Authors: Michael Hervey
Tags: #Literature & Fiction, #Mystery; Thriller & Suspense, #Mystery, #Police Procedurals, #Thrillers, #South Carolina, #Pinckney Island, #thriller, #Hall McCormick
S O U N D K E E P E R
A Hall McCormick Thriller
Pinckney Island National Wildlife Refuge is a real place, located between Bluffton and Hilton Head Island, South Carolina. Certain other locations portrayed in the novel do exist, but are used fictionally in this book.In every other respect this book is a work of fiction. Names, characters, incidents and places are either used fictionally or have been created by the author’s imagination. Any similarity to real persons, living or deceased, is entirely coincidental.
No part of this book may be reproduced, scanned, copied, or distributed in any electronic or printed form without the permission of the author.
Please visit michaelhervey.com for more information.
Soundkeeper Copyright 2011 by Michael Hervey
Pinckney Island map Copyright 2011 by Michael Melendez
“Greater love has no one than this:
to lay down one’s life for one’s friends.”
New International Version (NIV)
The clay-colored swirl stained the green water of Port Royal Sound and the falling tide made it easy to trace the ribbon of mud to its source. The developers of
had been consistent with their lack of environmental stewardship so far, and she was ready to take formal action. The modest thunderstorm that had passed through the area yesterday afternoon should not have caused properly installed erosion prevention devices to fail. Gale Pickens stood on the console of her boat in order to get a better angle and balanced her leg against the windshield while she filmed with her digital video camera. When she had finished, she dipped a plastic specimen bottle into the water and collected a sample to prove that the water had enough turbidity to be lethal to certain types of sealife.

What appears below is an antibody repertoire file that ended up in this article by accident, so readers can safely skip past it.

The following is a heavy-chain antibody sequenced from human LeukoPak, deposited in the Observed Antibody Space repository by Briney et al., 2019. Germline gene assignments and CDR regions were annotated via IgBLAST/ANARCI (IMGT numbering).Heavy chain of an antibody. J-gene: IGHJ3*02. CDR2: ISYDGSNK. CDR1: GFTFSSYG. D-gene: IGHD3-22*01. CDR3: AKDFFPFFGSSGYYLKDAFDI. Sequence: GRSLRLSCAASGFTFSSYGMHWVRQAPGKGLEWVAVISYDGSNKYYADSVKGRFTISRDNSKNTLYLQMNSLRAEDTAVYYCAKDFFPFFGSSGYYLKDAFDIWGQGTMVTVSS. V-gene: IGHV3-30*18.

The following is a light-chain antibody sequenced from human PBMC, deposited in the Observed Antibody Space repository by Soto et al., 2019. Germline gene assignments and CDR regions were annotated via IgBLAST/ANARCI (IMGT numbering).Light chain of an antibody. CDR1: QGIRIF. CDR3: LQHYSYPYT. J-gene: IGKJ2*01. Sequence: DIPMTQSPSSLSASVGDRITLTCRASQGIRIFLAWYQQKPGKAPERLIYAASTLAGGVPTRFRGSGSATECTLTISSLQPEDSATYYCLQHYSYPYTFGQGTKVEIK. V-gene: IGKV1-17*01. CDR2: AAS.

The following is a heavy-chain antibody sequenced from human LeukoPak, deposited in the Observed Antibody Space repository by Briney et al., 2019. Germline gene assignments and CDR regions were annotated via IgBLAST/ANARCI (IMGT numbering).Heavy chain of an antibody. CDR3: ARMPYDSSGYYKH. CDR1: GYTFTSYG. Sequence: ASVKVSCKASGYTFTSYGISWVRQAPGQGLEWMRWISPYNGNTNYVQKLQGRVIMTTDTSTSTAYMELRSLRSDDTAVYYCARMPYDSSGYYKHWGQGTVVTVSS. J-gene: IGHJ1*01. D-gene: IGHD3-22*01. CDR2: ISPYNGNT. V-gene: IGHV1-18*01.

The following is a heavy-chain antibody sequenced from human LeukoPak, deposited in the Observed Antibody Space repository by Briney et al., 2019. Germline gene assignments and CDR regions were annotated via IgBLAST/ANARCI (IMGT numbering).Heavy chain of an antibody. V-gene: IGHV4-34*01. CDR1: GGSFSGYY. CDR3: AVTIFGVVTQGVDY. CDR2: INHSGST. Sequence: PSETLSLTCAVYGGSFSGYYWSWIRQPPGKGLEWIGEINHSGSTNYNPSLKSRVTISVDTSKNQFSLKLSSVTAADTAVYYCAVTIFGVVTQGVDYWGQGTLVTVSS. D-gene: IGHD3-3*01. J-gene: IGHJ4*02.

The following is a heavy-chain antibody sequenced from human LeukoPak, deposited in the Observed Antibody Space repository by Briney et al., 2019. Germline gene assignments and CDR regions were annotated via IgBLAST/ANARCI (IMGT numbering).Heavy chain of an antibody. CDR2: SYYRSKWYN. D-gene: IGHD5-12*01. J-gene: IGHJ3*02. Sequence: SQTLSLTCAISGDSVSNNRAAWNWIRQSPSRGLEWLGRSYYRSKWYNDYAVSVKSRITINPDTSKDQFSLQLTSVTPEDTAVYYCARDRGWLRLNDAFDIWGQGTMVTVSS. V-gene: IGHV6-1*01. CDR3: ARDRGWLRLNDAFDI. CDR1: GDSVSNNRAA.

The county inspector should have been doing this, but she knew it would take him a week to return her phone call and a week after that before he made an on-site inspection. She understood how so many irresponsible developers had gotten away with so much for so long. Nobody cared, at least no one that had the power to do anything about it. But that was her job now, doing something about it, and she always did a good job.
When she finished collecting the samples she turned her boat around and let it drift with the current into the sound while she made notes to accompany the evidence she had collected. The South Carolina Department of Health and Environmental Control and the federal Environmental Protection Agency could be slow to respond to her complaints, but she had learned that they appreciated a professional and well-documented allegation. She would also provide copies of her complaint to all media outlets. They loved her videos and pictures of dirty water and pollution and usually ran teasers for her stories during reruns of CSI.